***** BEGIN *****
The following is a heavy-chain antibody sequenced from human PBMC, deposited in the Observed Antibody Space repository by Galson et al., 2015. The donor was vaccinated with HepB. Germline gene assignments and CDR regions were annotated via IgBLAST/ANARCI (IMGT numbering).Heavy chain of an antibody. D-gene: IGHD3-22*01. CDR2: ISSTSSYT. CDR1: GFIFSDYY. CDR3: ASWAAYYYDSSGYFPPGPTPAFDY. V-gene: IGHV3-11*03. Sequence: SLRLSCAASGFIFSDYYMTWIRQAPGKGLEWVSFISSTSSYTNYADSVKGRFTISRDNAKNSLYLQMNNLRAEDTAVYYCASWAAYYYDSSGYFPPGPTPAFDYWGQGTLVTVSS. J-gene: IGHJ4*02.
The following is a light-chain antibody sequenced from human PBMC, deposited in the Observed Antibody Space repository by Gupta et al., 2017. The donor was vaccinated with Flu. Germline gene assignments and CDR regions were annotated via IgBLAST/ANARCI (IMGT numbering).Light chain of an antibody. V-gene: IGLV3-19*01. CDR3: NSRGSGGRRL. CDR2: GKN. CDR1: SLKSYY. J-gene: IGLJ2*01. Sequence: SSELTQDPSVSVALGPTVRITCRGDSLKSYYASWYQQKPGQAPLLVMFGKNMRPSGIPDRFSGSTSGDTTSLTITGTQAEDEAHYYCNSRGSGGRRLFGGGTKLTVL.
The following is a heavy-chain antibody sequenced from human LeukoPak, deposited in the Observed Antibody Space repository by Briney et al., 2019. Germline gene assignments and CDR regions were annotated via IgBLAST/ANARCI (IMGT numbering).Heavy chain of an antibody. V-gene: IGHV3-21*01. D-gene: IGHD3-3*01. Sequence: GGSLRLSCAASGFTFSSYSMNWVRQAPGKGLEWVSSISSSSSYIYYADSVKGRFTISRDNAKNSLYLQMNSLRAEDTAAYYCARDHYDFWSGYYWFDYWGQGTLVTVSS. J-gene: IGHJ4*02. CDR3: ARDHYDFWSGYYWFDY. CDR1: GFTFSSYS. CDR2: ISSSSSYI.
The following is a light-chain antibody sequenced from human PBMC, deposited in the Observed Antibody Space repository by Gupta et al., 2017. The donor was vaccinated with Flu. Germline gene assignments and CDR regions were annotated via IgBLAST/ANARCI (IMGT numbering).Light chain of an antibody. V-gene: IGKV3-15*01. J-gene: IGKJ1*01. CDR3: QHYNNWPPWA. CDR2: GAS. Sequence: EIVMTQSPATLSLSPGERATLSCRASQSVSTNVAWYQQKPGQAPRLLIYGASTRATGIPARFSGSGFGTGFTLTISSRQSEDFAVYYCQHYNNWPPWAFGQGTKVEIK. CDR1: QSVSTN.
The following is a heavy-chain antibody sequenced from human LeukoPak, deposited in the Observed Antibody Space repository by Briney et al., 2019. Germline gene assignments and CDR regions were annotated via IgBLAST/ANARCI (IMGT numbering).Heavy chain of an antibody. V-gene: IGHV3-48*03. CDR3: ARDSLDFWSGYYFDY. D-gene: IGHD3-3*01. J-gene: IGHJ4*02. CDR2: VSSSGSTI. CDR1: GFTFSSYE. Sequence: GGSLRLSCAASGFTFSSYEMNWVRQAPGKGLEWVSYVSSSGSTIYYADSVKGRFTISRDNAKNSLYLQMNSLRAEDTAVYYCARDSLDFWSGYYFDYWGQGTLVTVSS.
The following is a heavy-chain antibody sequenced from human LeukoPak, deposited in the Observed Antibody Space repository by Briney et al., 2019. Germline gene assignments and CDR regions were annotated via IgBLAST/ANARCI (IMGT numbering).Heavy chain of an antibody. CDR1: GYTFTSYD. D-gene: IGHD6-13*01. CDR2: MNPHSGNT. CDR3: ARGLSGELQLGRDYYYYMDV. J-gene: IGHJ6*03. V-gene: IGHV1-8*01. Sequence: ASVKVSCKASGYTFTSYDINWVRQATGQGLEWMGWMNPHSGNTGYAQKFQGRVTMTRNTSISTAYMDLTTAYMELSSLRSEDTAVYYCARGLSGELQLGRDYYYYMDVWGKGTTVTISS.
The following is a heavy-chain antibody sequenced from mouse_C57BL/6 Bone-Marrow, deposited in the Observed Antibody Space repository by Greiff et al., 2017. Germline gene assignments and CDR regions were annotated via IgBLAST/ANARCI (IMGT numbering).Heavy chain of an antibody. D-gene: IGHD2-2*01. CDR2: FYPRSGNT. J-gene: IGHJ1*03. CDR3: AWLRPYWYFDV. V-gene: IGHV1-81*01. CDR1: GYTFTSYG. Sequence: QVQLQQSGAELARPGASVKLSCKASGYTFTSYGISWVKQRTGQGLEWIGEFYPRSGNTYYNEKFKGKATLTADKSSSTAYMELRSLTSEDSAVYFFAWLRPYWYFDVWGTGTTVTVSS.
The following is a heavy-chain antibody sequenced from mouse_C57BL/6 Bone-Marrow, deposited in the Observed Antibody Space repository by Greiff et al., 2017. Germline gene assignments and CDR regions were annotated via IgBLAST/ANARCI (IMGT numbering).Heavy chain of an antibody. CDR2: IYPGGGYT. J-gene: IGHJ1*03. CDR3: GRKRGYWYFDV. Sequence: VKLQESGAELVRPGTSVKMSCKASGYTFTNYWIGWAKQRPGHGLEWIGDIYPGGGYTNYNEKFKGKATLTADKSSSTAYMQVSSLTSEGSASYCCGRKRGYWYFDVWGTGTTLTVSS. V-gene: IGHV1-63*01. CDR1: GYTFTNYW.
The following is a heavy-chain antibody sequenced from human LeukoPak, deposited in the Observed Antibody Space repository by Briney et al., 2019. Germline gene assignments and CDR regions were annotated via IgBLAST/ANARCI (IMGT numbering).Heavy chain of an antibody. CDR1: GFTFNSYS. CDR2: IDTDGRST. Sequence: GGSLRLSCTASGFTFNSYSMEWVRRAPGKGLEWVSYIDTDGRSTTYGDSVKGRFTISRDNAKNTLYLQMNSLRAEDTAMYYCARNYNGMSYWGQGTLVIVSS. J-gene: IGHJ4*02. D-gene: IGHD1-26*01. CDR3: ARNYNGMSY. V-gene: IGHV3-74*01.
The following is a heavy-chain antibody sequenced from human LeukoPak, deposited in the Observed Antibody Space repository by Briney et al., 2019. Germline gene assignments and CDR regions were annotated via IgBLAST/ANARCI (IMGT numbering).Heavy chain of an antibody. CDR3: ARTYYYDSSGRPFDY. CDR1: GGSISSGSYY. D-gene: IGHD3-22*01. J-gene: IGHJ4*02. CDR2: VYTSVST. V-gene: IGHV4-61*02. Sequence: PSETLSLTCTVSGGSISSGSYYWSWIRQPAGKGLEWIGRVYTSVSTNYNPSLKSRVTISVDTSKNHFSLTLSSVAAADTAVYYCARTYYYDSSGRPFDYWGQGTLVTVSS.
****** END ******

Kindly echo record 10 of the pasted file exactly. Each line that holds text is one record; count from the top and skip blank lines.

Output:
The following is a heavy-chain antibody sequenced from human LeukoPak, deposited in the Observed Antibody Space repository by Briney et al., 2019. Germline gene assignments and CDR regions were annotated via IgBLAST/ANARCI (IMGT numbering).Heavy chain of an antibody. CDR3: ARTYYYDSSGRPFDY. CDR1: GGSISSGSYY. D-gene: IGHD3-22*01. J-gene: IGHJ4*02. CDR2: VYTSVST. V-gene: IGHV4-61*02. Sequence: PSETLSLTCTVSGGSISSGSYYWSWIRQPAGKGLEWIGRVYTSVSTNYNPSLKSRVTISVDTSKNHFSLTLSSVAAADTAVYYCARTYYYDSSGRPFDYWGQGTLVTVSS.